} 
 
    // ... 
 
    private void worker_DoWork(object sender, DoWorkEventArgs e) 
    { 
        this.context = new AdventureWorksEntities(); 
        var objectContext = ((IObjectContextAdapter) this.context).ObjectContext; 
        e.Result = objectContext; 
    } 
 
    private void worker_RunWorkerCompleted(object sender, RunWorkerCompletedEventArgs e) 
    { 
        this.View = new QueryableEntityCollectionView<Product>(e.Result as ObjectContext, "Products"); 
        this.IsBusy = false; 
    } 
} 

What the code in Example 3 does is to set the IsBusy property so that some indication is displayed in the UI. It then initializes the BackgroundWorker, subscribes to its events and runs it asynchronously. The DoWork handler then creates a new instance of the AdventureWorksEntities class and gets its ObjectContext via the explicit implementation of the IObjectContextAdapter interface.

The RunWorkerCompleted event handler then creates a new instance of the generic QueryableEntityCollectionView class by passing the ObjectContext obtained as a result of the background worker and the entity set name, in this case - "Products". This QueryableEntityCollectionView will in turn handle all the group, filter, sort and paging operations on the server.

Save and Load Changes To and From the Database

The final step is to actually save any changes that are made the database as well as obtain the updated data in case any changes on the cloud have occured. Example 4 demonstrates the code for these two operations.

Example 3: Save and load changes

public MainWindowViewModel() 
{ 
    // ... 
    this.SaveChangesCommand = new DelegateCommand(OnSaveChangesCommandExecuted); 
    this.LoadDataCommand = new DelegateCommand(OnLoadDataCommandExecuted);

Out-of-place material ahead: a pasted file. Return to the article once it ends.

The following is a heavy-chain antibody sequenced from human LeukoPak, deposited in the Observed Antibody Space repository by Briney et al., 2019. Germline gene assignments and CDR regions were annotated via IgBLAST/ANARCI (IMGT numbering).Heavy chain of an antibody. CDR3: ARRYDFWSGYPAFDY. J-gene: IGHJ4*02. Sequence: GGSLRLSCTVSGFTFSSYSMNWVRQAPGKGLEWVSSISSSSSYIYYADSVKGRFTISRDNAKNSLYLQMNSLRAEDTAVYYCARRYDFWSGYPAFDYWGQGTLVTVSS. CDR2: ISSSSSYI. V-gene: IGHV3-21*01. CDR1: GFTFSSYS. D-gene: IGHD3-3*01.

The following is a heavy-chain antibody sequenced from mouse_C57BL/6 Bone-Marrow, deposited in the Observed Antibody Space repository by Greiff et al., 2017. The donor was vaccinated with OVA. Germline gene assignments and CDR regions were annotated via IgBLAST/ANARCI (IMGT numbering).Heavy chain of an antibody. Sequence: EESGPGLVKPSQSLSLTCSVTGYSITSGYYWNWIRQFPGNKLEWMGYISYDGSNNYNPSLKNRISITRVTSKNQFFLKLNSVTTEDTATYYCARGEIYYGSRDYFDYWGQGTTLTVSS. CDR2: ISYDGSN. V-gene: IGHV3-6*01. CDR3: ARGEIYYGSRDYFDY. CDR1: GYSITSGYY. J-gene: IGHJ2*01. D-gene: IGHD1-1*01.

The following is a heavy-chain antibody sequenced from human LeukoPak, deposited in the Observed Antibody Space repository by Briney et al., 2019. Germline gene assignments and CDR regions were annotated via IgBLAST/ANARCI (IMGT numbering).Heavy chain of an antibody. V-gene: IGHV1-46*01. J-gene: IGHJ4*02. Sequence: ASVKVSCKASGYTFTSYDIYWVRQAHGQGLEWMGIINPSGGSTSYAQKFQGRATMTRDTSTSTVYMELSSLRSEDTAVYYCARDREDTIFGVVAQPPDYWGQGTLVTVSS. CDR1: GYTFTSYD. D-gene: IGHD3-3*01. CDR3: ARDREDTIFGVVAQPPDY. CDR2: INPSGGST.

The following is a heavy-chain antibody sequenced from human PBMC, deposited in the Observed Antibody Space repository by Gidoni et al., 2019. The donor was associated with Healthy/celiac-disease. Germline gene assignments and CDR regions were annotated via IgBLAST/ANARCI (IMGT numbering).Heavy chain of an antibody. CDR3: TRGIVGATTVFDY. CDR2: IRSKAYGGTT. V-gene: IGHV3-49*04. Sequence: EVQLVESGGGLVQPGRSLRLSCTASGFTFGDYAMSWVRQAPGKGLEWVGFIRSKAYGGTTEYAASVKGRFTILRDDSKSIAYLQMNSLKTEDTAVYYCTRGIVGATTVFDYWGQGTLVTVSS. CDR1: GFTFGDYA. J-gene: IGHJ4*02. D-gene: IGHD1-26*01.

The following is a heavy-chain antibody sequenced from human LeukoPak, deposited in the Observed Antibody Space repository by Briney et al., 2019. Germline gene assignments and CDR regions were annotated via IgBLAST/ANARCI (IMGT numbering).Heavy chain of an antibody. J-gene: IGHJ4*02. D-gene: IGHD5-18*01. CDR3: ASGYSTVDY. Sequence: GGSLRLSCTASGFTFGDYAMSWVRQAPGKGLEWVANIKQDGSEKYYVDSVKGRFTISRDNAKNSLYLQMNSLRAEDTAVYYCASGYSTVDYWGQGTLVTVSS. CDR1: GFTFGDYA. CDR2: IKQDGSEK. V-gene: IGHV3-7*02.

} 
 
// ... 
 
private void OnSaveChangesCommandExecuted(object obj) 
{ 
    this.context.SaveChanges(); 
} 
 
private void OnLoadDataCommandExecuted(object obj) 
{ 
    this.IsBusy = true; 
    this.worker.RunWorkerAsync(); 
} 

Step 6: Create the Layout

All that's left is to define the actual user interface clients of this application will use. The layout consists of a RadGridView to display the data, a RadDataPager to page it and two buttons - one to save the changes to the database and one to load newly-updated data from the cloud. Note that the local namespace in the example corresponds to the namespace where MainWindowViewModel resides.

Example 4: The final layout

<Grid> 
    <Grid.DataContext> 
        <local:MainWindowViewModel /> 
    </Grid.DataContext> 
    <Grid.RowDefinitions> 
        <RowDefinition Height="*" /> 
        <RowDefinition Height="Auto" /> 
        <RowDefinition Height="Auto" /> 
        <RowDefinition Height="Auto" /> 
    </Grid.RowDefinitions> 
    <telerik:RadGridView IsBusy="{Binding IsBusy}" ItemsSource="{Binding View}"/> 
    <telerik:RadDataPager Grid.Row="1" PageSize="50" Source="{Binding View}"/> 
    <telerik:RadButton Grid.Row="2" Content="Save Changes" Command="{Binding SaveChangesCommand}" /> 
    <telerik:RadButton Grid.Row="3" Content="Load Changes" Command="{Binding LoadDataCommand}" /> 
</Grid> 

Figure 1 demonstrates the final result in the Office2016 theme.

Figure 1: The resulting layout in the Office2016 theme

The resulting layout in the Office2016 theme

See Also